Early on, it was kind of a defense mechanism [the dark lyrics] because I wasn't really sure about my writing yet. Over the years, though, I think I've come to realize I'm just a sarcastic asshole, kinda sometimes, and cynical. [Laughs] Not to anybody else, but in music. I always got a kick out of putting something really pretty together with something really dark lyrically, or vice versa, like "Jigsaw Girl" (from 2001's Hell Below/Stars Above), which is like the prettiest song ever, but it's about how you love this girl so much, but she doesn't love you back, so you cut her up.
I definitely have gotten a kick out of those lyrics.
Yeah, I chuckle sometimes when I sing them. Early on a lot of people just assumed we were a Christian band, which was strange to me because I was brought up religious, so there is all this imagery in my vocabulary and that’s just all it is, a way to tell a story. … But speaking of “Jigsaw Girl,” on the new record, “Queen of Scars” is one of the new songs. The whole thing was written from the ground up in the studio, and it’s kind of a sequel to “Jigsaw Girl.”
Oh cool. I hadn’t realized that. I like that song a lot.
We had a lot of fun with that. That song, we were in the studio and using all this killer vintage gear, and as vintage gear does, it breaks down. So I just started fiddling around on the guitar and the guys just sort of jumped in. By the end of the day, we had an arrangement, and by the next day we had laid down the whole song.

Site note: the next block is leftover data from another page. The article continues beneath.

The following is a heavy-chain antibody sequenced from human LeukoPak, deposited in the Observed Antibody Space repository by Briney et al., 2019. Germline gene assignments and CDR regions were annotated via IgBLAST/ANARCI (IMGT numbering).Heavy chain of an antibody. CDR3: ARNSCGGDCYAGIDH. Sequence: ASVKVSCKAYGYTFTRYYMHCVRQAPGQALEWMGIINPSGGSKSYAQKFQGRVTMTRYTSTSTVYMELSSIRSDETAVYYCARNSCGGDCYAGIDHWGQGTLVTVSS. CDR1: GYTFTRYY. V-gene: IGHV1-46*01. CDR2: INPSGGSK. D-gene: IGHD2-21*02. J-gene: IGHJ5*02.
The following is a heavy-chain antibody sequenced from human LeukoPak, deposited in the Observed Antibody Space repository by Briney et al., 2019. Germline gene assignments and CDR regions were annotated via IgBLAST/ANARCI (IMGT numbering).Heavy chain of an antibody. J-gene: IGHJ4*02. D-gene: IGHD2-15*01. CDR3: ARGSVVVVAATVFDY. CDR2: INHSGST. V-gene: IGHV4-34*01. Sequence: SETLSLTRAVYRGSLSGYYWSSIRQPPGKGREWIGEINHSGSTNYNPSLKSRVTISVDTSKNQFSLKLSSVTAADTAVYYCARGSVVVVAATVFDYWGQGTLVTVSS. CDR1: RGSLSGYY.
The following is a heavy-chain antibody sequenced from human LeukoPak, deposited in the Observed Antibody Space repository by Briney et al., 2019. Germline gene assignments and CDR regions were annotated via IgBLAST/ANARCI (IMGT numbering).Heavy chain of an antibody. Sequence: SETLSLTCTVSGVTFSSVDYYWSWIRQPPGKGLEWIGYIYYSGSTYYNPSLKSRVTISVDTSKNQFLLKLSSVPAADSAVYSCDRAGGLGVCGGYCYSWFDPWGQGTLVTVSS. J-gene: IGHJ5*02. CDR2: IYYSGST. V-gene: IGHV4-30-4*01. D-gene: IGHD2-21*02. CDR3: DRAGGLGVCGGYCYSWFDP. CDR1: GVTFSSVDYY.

Had you ever had that happen before? Writing a brand new song in the studio?
No way, not like that. I’ve had sessions where I’d gone in without things being completely finished. I would go in without the record being completely done and we would see what happened, but going in and not expecting to write something was a big surprise. It turned out really cool. That’s part of the beauty of not having someone with a checkbook waiting over your head. We had some time to see where it was going to go.
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Is there something in the water that makes for great, but sort of weird and fucked up bands in Texas?
(Laughs) Yeah, probably so, yeah. I don’t know what it is. Maybe there is just this kind of an aura. I can’t really put my finger on it. Texas bands just sorta … have something going on. I grew up listening to metal and got tired of that and sort of jumped ship to something else and went simultaneously into listening to ZZ Top and the Cure.
That’s quite a combination.
It kind of informs my songwriting now, too. Then I got into just exploring and getting into whatever I could find that was new and different.